Arthur Goldman is a rich Jewish industrialist, living in luxury in a Manhattan high-rise. He banters with his assistant Charlie, often shocking Charlie with his outrageousness and ... See full summary »
Arthur Goldman is a rich Jewish industrialist, living in luxury in a Manhattan high-rise. He banters with his assistant Charlie, often shocking Charlie with his outrageousness and irreverence about aspects of Jewish life. Nonetheless, Charlie is astonished when, one day, Israeli secret agents burst in and arrest Goldman for being not a Jewish businessman but a Nazi war criminal. Whisked to Israel for trial, Goldman forces his accusers to face not only his presumed guilt--but their own. Written by
Jim Beaver <email@example.com>
The meaning and relevance of the "glass booth" of the film's title is that it is a bulletproof glass booth placed in a courtroom to prevent the possibility of an assassination of the film's main character, subject and hero, Jewish Arthur Goldman, Nazi concentration camp survivor, who is on trial for war crimes, and may or may not be former Nazi SS Colonel Adolf Dorff, perpetrator of World War II atrocities. In film history, more often booths and cages have been shown in court-rooms in movies where usually serial killers have been on trial. See more »
The X-ray that the attorney holds up is supposedly the defendant's shoulder. In fact it shows a woman's pelvis, with an IUD in place. See more »
Much fuss and talk which comes down to nearly nothing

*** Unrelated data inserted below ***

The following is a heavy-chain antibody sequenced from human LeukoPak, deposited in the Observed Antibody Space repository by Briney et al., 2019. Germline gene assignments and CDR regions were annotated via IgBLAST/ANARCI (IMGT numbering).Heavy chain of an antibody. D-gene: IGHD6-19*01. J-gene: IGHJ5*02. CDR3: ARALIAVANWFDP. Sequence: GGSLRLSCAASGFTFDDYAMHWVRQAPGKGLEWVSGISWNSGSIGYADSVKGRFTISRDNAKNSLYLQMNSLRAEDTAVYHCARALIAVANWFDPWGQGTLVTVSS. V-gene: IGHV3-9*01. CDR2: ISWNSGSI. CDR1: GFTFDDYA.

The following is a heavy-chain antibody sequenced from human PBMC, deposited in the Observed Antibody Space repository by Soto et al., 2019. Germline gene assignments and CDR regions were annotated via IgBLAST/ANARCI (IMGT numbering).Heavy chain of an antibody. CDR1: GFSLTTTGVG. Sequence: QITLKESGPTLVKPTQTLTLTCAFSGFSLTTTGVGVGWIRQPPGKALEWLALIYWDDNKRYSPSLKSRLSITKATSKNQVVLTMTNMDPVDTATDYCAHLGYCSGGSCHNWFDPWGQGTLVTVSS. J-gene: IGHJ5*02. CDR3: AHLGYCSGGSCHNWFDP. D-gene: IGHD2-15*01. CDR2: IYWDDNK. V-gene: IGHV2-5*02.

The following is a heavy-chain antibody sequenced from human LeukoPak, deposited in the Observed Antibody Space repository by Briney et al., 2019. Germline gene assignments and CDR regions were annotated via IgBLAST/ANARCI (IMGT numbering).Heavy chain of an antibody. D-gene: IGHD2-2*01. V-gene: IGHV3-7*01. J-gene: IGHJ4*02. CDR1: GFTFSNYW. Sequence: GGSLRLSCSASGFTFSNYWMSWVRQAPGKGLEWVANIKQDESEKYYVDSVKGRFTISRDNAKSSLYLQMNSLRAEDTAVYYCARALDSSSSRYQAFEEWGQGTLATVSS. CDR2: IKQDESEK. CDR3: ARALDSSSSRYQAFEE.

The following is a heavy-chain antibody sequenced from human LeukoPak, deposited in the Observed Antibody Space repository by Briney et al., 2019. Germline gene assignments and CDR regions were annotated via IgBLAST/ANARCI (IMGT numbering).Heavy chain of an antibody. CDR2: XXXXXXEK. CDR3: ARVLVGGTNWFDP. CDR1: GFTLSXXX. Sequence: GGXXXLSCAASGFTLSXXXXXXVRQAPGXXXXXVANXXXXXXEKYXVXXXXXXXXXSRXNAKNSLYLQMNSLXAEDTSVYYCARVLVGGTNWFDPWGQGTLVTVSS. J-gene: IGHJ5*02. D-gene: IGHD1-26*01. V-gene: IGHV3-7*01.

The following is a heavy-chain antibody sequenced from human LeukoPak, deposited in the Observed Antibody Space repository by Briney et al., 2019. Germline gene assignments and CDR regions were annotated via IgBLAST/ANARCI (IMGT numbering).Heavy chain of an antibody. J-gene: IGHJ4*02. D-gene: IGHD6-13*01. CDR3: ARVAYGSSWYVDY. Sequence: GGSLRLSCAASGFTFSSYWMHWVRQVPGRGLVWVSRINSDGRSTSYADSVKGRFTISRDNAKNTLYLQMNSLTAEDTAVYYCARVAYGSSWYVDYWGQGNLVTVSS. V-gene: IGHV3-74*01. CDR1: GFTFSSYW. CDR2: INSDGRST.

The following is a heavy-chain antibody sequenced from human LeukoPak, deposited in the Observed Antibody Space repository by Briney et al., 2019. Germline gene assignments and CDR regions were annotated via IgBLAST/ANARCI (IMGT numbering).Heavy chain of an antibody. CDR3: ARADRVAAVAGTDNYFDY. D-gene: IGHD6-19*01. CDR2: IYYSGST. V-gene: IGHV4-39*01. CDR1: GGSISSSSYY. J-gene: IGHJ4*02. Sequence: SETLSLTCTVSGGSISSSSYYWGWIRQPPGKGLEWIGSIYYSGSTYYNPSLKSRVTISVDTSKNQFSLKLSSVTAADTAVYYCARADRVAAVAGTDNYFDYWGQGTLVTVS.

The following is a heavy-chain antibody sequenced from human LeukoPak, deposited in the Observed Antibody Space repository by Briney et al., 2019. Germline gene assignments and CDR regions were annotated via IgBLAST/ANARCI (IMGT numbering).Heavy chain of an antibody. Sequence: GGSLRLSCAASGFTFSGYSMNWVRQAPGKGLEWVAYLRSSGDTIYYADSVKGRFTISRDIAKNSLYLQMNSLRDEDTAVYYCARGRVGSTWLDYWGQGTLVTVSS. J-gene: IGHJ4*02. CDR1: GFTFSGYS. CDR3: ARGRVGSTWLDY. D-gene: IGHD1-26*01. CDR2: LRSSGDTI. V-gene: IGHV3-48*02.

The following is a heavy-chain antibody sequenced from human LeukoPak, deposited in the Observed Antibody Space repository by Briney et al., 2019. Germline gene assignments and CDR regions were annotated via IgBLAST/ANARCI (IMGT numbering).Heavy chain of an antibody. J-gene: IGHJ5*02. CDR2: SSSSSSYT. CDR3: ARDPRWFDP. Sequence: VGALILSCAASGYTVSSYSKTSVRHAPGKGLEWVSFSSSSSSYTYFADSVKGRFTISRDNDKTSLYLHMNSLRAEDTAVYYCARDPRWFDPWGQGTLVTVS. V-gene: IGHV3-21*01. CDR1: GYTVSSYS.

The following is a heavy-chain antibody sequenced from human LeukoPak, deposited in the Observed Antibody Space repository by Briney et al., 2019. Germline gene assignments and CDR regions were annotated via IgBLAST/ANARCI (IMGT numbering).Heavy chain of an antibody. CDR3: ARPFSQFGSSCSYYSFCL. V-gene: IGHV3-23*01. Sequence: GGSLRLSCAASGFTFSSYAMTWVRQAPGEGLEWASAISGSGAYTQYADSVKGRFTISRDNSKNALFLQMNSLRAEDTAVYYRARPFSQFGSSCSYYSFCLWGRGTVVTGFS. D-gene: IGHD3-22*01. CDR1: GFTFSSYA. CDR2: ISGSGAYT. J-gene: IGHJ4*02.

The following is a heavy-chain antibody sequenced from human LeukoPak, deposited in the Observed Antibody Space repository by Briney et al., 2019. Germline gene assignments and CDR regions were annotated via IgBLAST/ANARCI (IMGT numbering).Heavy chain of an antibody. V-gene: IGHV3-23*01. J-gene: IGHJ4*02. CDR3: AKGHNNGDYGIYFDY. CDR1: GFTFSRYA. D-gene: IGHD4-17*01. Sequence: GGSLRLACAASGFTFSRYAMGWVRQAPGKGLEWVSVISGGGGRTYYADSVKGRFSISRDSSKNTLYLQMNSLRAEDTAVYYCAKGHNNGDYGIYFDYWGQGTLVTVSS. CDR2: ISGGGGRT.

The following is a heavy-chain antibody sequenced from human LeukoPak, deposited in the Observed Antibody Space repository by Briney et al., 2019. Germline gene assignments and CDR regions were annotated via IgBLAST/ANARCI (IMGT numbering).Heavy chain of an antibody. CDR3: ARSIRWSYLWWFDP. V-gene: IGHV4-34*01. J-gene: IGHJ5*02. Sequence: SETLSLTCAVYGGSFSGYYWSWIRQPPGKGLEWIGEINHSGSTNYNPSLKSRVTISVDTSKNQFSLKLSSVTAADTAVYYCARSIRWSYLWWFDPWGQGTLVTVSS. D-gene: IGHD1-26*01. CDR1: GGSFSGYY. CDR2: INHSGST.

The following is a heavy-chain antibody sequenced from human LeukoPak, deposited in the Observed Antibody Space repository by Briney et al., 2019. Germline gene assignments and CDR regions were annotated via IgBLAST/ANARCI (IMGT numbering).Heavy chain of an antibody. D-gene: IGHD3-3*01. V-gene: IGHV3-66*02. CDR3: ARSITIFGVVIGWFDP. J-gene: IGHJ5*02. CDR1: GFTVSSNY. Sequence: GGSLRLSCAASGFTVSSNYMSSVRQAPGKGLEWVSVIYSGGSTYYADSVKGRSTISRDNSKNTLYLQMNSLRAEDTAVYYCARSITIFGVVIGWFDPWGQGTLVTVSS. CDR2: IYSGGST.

With utmost respect to other reviewers who seem to have enjoyed this film, I keep failing to get the point of the whole thing. Certainly, most actors are doing their best, especially the ones given fewer lines, but you have to avow that Maximilian Schell's performance, however sincere, is overdone and dated. Perhaps he was not the smartest choice for the title role. As to the main plot, if the filmmakers intent was to keep us misled throughout the movie till the very end, congratulations! you did it! I think it's ridiculously twisted and entangled altogether. It is nice to see some good production values of the seventies at their best, as well as some funny hair styles and well conceived props, but this doesn't make up for the lack of sense. I think it's a mistake to overwhelm the audiences with lots of information and tons of strong feelings, just to be unable to come to a well contrived conclusion. Good films need original ideas well developed and well solved. If you launch the great question you have to propose an answer based on sound consideration or, as it should be the case in a film, on a consistent outline for your story. Not a good contribution to understanding the crimes against mankind, and namely the Jewish people, during WWII.
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